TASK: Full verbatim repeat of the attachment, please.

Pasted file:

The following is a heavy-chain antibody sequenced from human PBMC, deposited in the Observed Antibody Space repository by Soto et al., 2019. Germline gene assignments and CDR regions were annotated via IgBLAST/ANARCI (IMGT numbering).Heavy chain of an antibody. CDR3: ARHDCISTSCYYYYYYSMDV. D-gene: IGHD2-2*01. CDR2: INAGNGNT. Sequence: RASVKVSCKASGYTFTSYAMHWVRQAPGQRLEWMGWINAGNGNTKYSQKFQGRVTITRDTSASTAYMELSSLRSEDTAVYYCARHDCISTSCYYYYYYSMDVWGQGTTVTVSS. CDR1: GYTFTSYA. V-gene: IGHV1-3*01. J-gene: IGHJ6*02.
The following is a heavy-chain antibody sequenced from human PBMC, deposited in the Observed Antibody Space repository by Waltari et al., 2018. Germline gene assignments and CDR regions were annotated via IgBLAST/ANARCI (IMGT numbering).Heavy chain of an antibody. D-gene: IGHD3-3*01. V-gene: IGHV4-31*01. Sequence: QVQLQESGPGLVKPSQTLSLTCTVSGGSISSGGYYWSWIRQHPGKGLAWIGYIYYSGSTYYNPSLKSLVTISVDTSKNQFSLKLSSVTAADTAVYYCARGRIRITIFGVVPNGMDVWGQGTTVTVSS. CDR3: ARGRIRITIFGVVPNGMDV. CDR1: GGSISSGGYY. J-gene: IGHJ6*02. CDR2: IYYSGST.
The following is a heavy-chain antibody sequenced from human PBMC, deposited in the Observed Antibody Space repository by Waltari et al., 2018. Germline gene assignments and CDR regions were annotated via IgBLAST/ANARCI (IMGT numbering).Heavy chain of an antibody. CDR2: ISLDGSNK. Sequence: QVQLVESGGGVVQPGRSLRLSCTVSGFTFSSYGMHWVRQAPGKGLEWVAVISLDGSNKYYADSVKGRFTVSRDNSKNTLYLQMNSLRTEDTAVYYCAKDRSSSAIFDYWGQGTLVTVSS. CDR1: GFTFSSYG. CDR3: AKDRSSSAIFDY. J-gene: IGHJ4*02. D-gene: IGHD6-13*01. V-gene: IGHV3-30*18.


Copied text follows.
The following is a heavy-chain antibody sequenced from human PBMC, deposited in the Observed Antibody Space repository by Soto et al., 2019. Germline gene assignments and CDR regions were annotated via IgBLAST/ANARCI (IMGT numbering).Heavy chain of an antibody. CDR3: ARHDCISTSCYYYYYYSMDV. D-gene: IGHD2-2*01. CDR2: INAGNGNT. Sequence: RASVKVSCKASGYTFTSYAMHWVRQAPGQRLEWMGWINAGNGNTKYSQKFQGRVTITRDTSASTAYMELSSLRSEDTAVYYCARHDCISTSCYYYYYYSMDVWGQGTTVTVSS. CDR1: GYTFTSYA. V-gene: IGHV1-3*01. J-gene: IGHJ6*02.
The following is a heavy-chain antibody sequenced from human PBMC, deposited in the Observed Antibody Space repository by Waltari et al., 2018. Germline gene assignments and CDR regions were annotated via IgBLAST/ANARCI (IMGT numbering).Heavy chain of an antibody. D-gene: IGHD3-3*01. V-gene: IGHV4-31*01. Sequence: QVQLQESGPGLVKPSQTLSLTCTVSGGSISSGGYYWSWIRQHPGKGLAWIGYIYYSGSTYYNPSLKSLVTISVDTSKNQFSLKLSSVTAADTAVYYCARGRIRITIFGVVPNGMDVWGQGTTVTVSS. CDR3: ARGRIRITIFGVVPNGMDV. CDR1: GGSISSGGYY. J-gene: IGHJ6*02. CDR2: IYYSGST.
The following is a heavy-chain antibody sequenced from human PBMC, deposited in the Observed Antibody Space repository by Waltari et al., 2018. Germline gene assignments and CDR regions were annotated via IgBLAST/ANARCI (IMGT numbering).Heavy chain of an antibody. CDR2: ISLDGSNK. Sequence: QVQLVESGGGVVQPGRSLRLSCTVSGFTFSSYGMHWVRQAPGKGLEWVAVISLDGSNKYYADSVKGRFTVSRDNSKNTLYLQMNSLRTEDTAVYYCAKDRSSSAIFDYWGQGTLVTVSS. CDR1: GFTFSSYG. CDR3: AKDRSSSAIFDY. J-gene: IGHJ4*02. D-gene: IGHD6-13*01. V-gene: IGHV3-30*18.